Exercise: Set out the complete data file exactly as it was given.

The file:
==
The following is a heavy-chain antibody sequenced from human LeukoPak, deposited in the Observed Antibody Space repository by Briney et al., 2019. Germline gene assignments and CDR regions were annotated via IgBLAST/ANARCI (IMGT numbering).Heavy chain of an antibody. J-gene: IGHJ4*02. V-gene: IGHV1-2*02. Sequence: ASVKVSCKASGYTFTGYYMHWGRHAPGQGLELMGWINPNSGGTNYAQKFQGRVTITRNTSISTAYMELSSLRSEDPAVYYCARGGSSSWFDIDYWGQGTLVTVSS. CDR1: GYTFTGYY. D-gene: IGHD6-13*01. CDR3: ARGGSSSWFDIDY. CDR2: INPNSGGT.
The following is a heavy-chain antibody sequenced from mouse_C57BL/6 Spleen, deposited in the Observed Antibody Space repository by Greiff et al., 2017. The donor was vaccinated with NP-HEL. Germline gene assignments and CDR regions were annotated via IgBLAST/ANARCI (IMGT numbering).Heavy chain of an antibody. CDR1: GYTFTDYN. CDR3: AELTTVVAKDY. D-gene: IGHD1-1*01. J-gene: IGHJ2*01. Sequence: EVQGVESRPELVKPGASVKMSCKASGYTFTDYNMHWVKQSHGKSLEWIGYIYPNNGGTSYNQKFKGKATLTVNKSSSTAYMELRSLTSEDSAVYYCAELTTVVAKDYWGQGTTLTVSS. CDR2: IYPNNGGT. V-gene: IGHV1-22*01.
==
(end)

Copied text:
The following is a heavy-chain antibody sequenced from human LeukoPak, deposited in the Observed Antibody Space repository by Briney et al., 2019. Germline gene assignments and CDR regions were annotated via IgBLAST/ANARCI (IMGT numbering).Heavy chain of an antibody. J-gene: IGHJ4*02. V-gene: IGHV1-2*02. Sequence: ASVKVSCKASGYTFTGYYMHWGRHAPGQGLELMGWINPNSGGTNYAQKFQGRVTITRNTSISTAYMELSSLRSEDPAVYYCARGGSSSWFDIDYWGQGTLVTVSS. CDR1: GYTFTGYY. D-gene: IGHD6-13*01. CDR3: ARGGSSSWFDIDY. CDR2: INPNSGGT.
The following is a heavy-chain antibody sequenced from mouse_C57BL/6 Spleen, deposited in the Observed Antibody Space repository by Greiff et al., 2017. The donor was vaccinated with NP-HEL. Germline gene assignments and CDR regions were annotated via IgBLAST/ANARCI (IMGT numbering).Heavy chain of an antibody. CDR1: GYTFTDYN. CDR3: AELTTVVAKDY. D-gene: IGHD1-1*01. J-gene: IGHJ2*01. Sequence: EVQGVESRPELVKPGASVKMSCKASGYTFTDYNMHWVKQSHGKSLEWIGYIYPNNGGTSYNQKFKGKATLTVNKSSSTAYMELRSLTSEDSAVYYCAELTTVVAKDYWGQGTTLTVSS. CDR2: IYPNNGGT. V-gene: IGHV1-22*01.